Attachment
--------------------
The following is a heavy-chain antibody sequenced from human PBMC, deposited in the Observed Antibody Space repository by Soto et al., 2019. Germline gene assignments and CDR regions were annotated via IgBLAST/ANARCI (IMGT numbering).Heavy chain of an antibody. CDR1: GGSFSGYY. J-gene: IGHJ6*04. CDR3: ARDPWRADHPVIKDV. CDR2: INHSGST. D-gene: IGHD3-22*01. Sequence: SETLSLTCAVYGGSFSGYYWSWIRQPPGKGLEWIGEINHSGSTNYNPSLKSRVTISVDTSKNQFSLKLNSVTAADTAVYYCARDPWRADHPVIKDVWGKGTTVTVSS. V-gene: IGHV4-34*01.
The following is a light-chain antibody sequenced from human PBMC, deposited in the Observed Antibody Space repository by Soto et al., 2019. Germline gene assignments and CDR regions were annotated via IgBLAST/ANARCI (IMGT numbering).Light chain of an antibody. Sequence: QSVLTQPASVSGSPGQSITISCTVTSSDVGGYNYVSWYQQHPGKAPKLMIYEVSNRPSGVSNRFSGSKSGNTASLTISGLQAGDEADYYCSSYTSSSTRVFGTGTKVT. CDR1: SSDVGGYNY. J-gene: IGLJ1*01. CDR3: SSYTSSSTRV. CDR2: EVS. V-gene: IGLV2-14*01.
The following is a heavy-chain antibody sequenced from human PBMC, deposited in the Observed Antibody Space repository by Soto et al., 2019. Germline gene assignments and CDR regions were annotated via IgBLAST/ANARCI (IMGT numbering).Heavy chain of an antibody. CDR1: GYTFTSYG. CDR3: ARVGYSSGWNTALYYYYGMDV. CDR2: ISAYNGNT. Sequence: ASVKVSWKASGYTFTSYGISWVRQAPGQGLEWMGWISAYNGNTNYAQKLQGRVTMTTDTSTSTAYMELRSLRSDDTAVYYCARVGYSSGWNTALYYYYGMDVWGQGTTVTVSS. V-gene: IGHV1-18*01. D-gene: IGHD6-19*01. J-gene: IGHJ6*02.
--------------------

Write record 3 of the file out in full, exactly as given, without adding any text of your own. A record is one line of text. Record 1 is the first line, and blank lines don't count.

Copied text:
The following is a heavy-chain antibody sequenced from human PBMC, deposited in the Observed Antibody Space repository by Soto et al., 2019. Germline gene assignments and CDR regions were annotated via IgBLAST/ANARCI (IMGT numbering).Heavy chain of an antibody. CDR1: GYTFTSYG. CDR3: ARVGYSSGWNTALYYYYGMDV. CDR2: ISAYNGNT. Sequence: ASVKVSWKASGYTFTSYGISWVRQAPGQGLEWMGWISAYNGNTNYAQKLQGRVTMTTDTSTSTAYMELRSLRSDDTAVYYCARVGYSSGWNTALYYYYGMDVWGQGTTVTVSS. V-gene: IGHV1-18*01. D-gene: IGHD6-19*01. J-gene: IGHJ6*02.